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Bernie Sanders and the Playboy Paradox

Bernie Sanders and the Playboy Paradox

The November issue of Playboy features an interview with Sen. Bernie Sanders (I-VT), who spends much of the article railing against the evils of capitalism and its alleged control of the political system. Playboy does deserve some credit for ideological diversity: in July/August, the magazine interviewed Sean Hannity (over the objections of liberal readers on the letters page). But the Sanders interview reveals a deeper problem.

That problem becomes clear in the contrasting styles of the two interviews. Whereas the Hannity interview featured constant pushback (e.g. questions like “It’s generally agreed that the Republican Party is a mess…” “Obama’s supporters would say…” “How do you sleep at night?”), the Sanders interview is one softball after another, feeding and affirming Sanders’s own views (e.g. “Has this hypercapitalism accelerated lately?”).

Perhaps that difference is partly just a reflection of the left-wing bias of the mainstream media and culture industry in general. Yet Playboy still styles itself as cutting-edge, and there is nothing particularly cutting-edge or provocative about Sanders’s old-school socialism. He was saying the same thing twenty and thirty years ago, and none of it is unfamiliar in an era that saw the election of a former radical leftist as president.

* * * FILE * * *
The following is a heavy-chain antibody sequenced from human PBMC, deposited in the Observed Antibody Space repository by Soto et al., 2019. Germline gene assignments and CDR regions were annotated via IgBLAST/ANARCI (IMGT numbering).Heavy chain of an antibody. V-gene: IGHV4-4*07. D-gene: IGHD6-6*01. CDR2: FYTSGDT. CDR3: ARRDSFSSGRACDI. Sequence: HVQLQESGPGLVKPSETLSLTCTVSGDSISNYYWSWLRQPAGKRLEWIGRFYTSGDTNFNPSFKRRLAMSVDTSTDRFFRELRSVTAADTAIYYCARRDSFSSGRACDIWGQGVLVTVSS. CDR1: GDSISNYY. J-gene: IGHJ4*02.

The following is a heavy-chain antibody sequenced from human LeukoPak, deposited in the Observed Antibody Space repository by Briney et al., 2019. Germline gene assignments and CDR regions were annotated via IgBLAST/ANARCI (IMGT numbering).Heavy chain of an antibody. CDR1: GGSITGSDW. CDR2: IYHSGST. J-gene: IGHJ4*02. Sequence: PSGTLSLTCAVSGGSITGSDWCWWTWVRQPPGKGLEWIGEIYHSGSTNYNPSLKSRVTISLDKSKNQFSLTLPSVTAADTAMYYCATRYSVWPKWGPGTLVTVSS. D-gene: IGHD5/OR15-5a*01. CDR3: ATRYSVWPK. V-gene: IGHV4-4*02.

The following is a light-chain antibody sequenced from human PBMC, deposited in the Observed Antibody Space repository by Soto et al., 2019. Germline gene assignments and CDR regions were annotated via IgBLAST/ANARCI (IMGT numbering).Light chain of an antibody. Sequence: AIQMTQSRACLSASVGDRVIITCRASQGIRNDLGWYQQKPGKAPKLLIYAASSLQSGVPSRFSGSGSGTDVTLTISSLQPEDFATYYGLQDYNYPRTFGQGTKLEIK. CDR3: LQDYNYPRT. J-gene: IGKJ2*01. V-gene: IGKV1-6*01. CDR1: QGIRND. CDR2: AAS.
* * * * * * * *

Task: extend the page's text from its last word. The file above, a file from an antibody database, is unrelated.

A conservative can read the Hannity interview without being offended by the hostile nature of some of the questions, because they produce a lively discussion–and that is what journalists are supposed to do, anyway. The Sanders interview comes across as filler–the kind of Playboy article one merely pretends to read while flipping to the pictures (here the latest issue is particularly good, including a magnificent Iman retrospective).

Worse, the worldview that Sanders embraces–and that Playboy‘s editors do, too–is as repressive as the constricted mindset of those who would censor the magazine or cast it as the enemy of feminism. The idea that there are hidden forces secretly manipulating our lives, and that the only recourse is to submit our choices to the redistributive zeal of the state, is the opposite of liberation–sexual, economic, or otherwise.

In life, some contradictions are inevitable (ask me another time about the propriety of an Orthodox Jew who reads Playboy). Some introduce a healthy tension. The paradox between personal freedom on the one hand–which Playboy, at least ideally, symbolizes–and political authoritarianism on the other–which is, at bottom, what Sanders believes in–is neither healthy, nor worthy of the magazine’s past or potential.

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